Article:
A vaguely-worded standard used by the Occupational Safety and Health Administration (OSHA) for petroleum refinery safety enforcement is now less of a threat to industry employers, thanks to an administrative review decision.
The Occupational Safety and Health Review Commission sharply reduced the number of charges and dollar amount of citations leveled in 2010 against an Ohio refinery operated by BP Products North America, Inc. The charges stemmed from alleged violations of Process Safety Management (PSM) rules regarding highly hazardous chemicals, including 65 citation items contained in single willful citation.
On appeal, an Administrative Law Judge vacated all but five of the citations and reduced the $2,870,000 penalty to $35,000. That decision was appealed by OSHA’s ultimate boss, the Secretary of Labor, and was upheld on Oct 1 by the OSHR Commission.
The PSM standard was created by OSHA in 1992, but it wasn’t until 2007 that OSHA began to systematically inspect petroleum refineries as part of its Petroleum Refinery Process Safety Management National Emphasis Program (NEP).
The most contentious issue in the BP case was the meaning of the term “Recognized and Generally Accepted Good Engineering Principles” (RAGAGEP), which is used but not defined by OSHA in the text of the PSM standard. Making matters worse, both PSM and RAGAGEP are vaguely worded, providing those charged with a ready defense when cited under them—and that defense was needed when OSHA pressed forward with a comprehensive enforcement program.
“Many safety managers at refineries around the country were surprised at how easily OSHA was able to use the PSM standard to issue dozens of high-dollar-value citations by simply issuing multiple citations for each subsection of the standard,” notes attorney Christopher V. Bacon of the law firm of Vinson & Elkins.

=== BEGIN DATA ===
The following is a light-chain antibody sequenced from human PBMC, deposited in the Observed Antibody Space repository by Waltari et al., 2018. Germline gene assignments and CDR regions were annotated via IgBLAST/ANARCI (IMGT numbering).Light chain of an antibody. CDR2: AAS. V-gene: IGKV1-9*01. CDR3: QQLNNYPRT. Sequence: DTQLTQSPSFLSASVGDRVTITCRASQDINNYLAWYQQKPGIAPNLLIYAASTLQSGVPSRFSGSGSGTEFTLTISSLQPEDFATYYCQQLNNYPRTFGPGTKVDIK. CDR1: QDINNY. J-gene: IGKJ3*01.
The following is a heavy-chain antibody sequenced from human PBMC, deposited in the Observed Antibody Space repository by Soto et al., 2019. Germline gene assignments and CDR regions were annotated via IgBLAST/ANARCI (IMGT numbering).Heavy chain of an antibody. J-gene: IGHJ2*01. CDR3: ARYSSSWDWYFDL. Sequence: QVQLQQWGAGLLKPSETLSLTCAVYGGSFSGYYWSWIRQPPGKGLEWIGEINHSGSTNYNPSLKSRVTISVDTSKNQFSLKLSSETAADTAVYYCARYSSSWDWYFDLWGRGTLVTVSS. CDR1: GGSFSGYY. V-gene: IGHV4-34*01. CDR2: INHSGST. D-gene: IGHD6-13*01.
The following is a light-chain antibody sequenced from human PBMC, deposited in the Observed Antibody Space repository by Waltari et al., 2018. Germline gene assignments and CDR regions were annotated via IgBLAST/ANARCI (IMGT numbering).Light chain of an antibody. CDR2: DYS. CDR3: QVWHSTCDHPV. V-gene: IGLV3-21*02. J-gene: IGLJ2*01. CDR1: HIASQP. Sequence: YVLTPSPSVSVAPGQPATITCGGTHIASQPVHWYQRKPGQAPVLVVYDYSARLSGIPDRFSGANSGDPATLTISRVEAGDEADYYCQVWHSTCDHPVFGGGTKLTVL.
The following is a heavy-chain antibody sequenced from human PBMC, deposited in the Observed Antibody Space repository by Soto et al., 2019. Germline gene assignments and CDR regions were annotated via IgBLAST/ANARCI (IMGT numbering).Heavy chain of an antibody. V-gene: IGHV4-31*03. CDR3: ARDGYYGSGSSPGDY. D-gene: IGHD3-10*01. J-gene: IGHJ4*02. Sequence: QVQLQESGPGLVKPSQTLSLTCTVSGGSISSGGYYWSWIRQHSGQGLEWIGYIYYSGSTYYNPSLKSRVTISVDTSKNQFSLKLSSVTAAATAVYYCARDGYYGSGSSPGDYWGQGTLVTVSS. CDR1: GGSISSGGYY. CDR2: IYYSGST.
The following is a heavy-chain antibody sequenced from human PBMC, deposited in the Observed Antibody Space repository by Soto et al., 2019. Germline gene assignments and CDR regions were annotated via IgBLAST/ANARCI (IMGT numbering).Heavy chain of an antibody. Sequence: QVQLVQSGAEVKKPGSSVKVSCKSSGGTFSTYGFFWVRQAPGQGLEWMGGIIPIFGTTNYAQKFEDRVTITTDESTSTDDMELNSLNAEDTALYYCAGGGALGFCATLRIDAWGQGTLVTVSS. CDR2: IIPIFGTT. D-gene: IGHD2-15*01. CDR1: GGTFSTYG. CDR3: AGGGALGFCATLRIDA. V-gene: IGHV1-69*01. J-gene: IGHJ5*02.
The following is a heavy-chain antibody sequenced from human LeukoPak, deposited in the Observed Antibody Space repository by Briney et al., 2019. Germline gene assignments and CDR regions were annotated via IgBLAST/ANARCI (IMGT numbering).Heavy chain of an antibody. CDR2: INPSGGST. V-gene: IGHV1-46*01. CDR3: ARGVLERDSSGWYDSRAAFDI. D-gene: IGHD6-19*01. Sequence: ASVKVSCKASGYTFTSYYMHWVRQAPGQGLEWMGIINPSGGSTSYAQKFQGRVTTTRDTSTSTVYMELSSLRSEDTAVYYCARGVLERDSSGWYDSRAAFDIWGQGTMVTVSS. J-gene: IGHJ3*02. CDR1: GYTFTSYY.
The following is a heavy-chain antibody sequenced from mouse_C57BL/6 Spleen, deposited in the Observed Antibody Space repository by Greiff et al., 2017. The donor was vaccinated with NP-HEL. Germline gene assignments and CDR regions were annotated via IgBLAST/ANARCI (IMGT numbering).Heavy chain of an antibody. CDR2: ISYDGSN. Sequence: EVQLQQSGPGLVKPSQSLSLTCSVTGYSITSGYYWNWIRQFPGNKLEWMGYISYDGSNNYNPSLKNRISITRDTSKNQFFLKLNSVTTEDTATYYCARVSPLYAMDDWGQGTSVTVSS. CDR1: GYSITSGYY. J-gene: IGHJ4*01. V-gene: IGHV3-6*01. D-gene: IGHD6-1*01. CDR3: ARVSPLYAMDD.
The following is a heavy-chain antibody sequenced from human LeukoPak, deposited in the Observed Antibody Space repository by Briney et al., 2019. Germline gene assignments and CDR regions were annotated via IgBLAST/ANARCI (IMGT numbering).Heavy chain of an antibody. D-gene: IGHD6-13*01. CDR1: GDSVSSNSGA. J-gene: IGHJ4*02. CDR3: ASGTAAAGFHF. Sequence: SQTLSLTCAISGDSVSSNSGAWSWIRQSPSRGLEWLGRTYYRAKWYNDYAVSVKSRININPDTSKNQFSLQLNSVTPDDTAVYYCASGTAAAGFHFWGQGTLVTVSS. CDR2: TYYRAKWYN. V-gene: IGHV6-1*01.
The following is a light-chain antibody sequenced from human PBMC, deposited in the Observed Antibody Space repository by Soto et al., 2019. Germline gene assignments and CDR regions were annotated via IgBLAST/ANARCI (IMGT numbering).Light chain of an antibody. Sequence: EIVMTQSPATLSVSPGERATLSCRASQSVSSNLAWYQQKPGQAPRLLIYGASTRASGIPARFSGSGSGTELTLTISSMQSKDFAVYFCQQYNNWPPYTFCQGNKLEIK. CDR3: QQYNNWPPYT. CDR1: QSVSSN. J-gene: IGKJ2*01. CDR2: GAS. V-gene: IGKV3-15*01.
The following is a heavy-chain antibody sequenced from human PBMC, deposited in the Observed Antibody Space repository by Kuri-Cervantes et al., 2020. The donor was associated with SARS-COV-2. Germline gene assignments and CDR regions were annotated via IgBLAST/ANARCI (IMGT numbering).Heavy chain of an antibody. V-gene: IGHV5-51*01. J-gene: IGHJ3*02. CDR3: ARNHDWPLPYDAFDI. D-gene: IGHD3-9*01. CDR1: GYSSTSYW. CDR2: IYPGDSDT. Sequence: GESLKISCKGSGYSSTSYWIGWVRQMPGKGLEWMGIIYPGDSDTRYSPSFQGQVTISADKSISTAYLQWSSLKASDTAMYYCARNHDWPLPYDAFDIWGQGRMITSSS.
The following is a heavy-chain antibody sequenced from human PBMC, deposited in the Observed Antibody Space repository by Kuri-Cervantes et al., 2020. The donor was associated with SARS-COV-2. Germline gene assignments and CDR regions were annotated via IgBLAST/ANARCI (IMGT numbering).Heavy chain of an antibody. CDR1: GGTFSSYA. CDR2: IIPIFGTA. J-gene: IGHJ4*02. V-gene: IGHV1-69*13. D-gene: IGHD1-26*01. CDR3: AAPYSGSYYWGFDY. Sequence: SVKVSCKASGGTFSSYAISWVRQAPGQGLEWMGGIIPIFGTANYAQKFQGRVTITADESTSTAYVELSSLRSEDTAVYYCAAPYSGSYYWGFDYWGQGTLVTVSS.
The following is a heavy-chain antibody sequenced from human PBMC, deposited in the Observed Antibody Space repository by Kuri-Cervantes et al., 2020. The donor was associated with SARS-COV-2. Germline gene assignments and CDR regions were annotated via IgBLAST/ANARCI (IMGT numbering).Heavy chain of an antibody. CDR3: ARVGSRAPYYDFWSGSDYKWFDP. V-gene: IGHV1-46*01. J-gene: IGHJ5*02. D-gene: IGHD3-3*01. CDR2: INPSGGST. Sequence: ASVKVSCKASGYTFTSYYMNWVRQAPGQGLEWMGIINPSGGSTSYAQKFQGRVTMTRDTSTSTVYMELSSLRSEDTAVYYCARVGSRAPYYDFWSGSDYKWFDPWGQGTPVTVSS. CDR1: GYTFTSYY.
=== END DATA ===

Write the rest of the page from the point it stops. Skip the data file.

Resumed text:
The Review Commission made it clear that the PSM standard is a performance-oriented standard—not a prescriptive one—and that OSHA cannot second guess an employer’s discretion in deciding how to comply, Bacon explains. “Simply because OSHA claims something is RAGAGEP doesn’t make it so. There can be multiple RAGAGEPs as long as companies can show that they engaged in a deliberative process to come up with the standard that they are applying.”
Examples and a Warning
One example: OSHA had taken the position that certain pressure relief valves could not have an inlet pressure drop that exceeded 3%. BP noted that the American Petroleum Institute had qualified this principle, holding that a valve’s inlet pressure drop could exceed 3% if an engineering analysis had been conducted, which BP had done.
The commission also found that BP’s facility siting program—a program which assesses and addresses potential damage that a workplace explosion could cause to occupied buildings—had been reasonable and OSHA should not have second guessed the methodology used by BP for assessing risk and prioritizing remediation.
While most refineries give considerable thought to the issue of facility siting today—especially since the BP Texas City Refinery explosion in 2005—they often fail to document their analyses and siting decisions, Bacon points out. “The first requirement of the PSM standard is that employers must compile awritten Process Safety Information (PSI) statement, but many don’t. It is this lack of documentation that gets refineries in trouble.”
He says refineries also are often lax when it comes to documenting their compliance with RAGAGEP with respect to their relief systems. Refineries need to be able to document the standards that they are relying on, even if the refinery’s own engineers developed and implemented it, Bacon stresses.
Refineries have also been surprised by OSHA inspectors who have taken the time to pore over dozens of Piping and Instrumentation Diagrams (P&IDs) and to issue a citation because one of the P&IDs was not up to date.
According to Bacon, the OSH Review Commission should be looked upon by refinery operators as a good thing, as long as they have been diligent in preparing for the future. “This decision should be welcomed by any employer that already has a robust PSM program, even if a particular inspector takes issue with some of your analyses,” he says. “On the other hand, it is not going to help companies who lack PSI programs or who have not conducted a Process Hazard Analysis.”